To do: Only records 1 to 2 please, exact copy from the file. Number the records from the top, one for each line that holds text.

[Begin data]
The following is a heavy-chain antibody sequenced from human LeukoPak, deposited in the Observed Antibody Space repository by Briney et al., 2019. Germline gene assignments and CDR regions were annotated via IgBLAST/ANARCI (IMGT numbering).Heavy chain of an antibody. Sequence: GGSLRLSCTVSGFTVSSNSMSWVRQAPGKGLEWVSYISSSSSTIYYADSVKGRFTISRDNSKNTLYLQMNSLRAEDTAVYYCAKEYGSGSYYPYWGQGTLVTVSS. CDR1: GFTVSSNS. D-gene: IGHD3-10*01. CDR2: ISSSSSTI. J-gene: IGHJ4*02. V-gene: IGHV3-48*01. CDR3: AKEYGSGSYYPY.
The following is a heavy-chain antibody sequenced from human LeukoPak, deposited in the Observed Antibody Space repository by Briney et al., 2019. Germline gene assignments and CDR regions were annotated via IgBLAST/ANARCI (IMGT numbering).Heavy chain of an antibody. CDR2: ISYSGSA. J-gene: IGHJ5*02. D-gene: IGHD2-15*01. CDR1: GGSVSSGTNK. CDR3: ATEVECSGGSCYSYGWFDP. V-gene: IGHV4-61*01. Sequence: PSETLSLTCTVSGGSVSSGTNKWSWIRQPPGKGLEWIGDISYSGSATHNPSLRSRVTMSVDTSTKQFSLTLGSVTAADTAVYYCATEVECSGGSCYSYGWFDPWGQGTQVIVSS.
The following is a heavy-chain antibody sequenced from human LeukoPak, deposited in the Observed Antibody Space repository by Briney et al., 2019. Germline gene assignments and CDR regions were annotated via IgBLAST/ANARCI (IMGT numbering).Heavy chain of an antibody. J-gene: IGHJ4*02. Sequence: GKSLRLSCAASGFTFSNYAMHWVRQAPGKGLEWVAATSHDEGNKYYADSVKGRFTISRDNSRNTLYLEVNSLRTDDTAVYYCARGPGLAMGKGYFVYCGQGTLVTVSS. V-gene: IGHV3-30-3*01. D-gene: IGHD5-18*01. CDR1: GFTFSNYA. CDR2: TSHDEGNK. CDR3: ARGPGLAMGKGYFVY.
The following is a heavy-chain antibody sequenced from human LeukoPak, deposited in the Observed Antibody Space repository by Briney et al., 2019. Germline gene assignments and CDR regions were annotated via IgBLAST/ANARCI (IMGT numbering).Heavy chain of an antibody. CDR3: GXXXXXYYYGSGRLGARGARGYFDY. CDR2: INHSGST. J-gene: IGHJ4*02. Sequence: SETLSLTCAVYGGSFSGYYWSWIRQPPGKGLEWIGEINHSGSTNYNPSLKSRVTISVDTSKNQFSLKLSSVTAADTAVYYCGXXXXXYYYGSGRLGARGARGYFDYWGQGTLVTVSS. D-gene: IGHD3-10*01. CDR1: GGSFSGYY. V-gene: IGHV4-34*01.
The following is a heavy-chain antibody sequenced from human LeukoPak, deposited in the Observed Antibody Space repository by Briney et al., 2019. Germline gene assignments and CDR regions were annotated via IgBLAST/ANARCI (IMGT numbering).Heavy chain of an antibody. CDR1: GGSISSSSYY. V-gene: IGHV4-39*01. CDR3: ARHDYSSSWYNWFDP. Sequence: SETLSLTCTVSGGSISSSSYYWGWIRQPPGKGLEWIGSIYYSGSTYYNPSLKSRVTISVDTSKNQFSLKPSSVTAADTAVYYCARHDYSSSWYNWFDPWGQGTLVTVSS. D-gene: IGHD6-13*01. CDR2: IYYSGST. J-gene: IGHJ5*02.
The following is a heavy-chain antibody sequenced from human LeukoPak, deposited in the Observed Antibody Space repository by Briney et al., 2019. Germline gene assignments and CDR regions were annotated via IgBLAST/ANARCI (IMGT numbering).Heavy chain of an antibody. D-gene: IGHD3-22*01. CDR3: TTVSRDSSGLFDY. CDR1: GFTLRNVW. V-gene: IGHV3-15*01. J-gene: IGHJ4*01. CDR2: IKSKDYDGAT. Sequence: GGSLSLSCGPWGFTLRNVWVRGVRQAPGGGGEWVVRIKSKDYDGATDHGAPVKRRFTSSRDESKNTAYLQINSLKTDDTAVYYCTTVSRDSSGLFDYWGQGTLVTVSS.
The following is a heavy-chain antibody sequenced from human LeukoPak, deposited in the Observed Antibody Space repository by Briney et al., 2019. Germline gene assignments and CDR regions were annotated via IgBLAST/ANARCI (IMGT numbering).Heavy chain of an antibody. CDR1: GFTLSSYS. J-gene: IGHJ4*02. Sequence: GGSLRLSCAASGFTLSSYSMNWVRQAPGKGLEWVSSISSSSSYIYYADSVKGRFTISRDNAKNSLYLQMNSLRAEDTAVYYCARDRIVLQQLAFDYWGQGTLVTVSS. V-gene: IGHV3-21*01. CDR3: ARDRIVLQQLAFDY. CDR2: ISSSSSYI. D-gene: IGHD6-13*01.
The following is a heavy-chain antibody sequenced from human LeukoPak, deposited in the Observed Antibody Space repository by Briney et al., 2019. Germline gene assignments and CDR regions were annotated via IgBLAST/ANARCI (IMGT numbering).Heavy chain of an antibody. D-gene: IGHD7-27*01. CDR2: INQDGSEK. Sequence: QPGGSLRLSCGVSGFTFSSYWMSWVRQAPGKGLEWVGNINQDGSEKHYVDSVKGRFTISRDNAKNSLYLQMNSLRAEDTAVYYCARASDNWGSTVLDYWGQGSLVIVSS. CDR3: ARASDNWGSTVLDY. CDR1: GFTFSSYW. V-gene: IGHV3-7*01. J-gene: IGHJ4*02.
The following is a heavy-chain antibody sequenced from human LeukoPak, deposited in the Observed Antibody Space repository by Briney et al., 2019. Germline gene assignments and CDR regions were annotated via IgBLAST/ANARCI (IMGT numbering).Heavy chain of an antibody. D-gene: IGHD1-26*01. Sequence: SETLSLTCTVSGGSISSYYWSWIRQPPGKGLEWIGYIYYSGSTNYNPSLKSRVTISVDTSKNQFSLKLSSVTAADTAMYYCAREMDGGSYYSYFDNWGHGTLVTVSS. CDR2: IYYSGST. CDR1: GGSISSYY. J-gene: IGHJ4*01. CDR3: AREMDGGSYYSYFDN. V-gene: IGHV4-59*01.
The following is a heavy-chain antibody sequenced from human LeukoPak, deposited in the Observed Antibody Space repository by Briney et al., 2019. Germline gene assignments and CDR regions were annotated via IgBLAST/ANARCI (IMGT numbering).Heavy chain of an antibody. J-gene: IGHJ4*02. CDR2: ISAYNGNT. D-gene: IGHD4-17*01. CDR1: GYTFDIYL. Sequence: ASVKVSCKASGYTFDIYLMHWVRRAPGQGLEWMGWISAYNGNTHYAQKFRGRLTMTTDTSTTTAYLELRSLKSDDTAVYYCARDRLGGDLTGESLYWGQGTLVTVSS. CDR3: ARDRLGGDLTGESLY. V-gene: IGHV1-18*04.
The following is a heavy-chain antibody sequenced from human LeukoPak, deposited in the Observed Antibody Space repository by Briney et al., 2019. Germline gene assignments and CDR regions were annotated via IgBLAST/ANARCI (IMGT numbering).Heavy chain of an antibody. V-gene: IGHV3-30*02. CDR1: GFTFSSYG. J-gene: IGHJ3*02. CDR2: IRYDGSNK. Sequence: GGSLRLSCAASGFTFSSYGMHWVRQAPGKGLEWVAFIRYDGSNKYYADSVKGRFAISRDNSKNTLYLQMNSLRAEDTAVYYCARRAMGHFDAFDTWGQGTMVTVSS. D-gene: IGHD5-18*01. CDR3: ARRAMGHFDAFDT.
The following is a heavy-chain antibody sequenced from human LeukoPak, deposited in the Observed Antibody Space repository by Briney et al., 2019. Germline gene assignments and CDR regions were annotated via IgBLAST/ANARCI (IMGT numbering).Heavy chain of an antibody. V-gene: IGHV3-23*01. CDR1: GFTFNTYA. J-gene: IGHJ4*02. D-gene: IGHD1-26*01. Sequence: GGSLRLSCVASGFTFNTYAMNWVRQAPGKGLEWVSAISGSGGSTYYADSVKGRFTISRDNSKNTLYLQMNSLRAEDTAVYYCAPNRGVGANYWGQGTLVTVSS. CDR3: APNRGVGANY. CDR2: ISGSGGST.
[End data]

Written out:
The following is a heavy-chain antibody sequenced from human LeukoPak, deposited in the Observed Antibody Space repository by Briney et al., 2019. Germline gene assignments and CDR regions were annotated via IgBLAST/ANARCI (IMGT numbering).Heavy chain of an antibody. Sequence: GGSLRLSCTVSGFTVSSNSMSWVRQAPGKGLEWVSYISSSSSTIYYADSVKGRFTISRDNSKNTLYLQMNSLRAEDTAVYYCAKEYGSGSYYPYWGQGTLVTVSS. CDR1: GFTVSSNS. D-gene: IGHD3-10*01. CDR2: ISSSSSTI. J-gene: IGHJ4*02. V-gene: IGHV3-48*01. CDR3: AKEYGSGSYYPY.
The following is a heavy-chain antibody sequenced from human LeukoPak, deposited in the Observed Antibody Space repository by Briney et al., 2019. Germline gene assignments and CDR regions were annotated via IgBLAST/ANARCI (IMGT numbering).Heavy chain of an antibody. CDR2: ISYSGSA. J-gene: IGHJ5*02. D-gene: IGHD2-15*01. CDR1: GGSVSSGTNK. CDR3: ATEVECSGGSCYSYGWFDP. V-gene: IGHV4-61*01. Sequence: PSETLSLTCTVSGGSVSSGTNKWSWIRQPPGKGLEWIGDISYSGSATHNPSLRSRVTMSVDTSTKQFSLTLGSVTAADTAVYYCATEVECSGGSCYSYGWFDPWGQGTQVIVSS.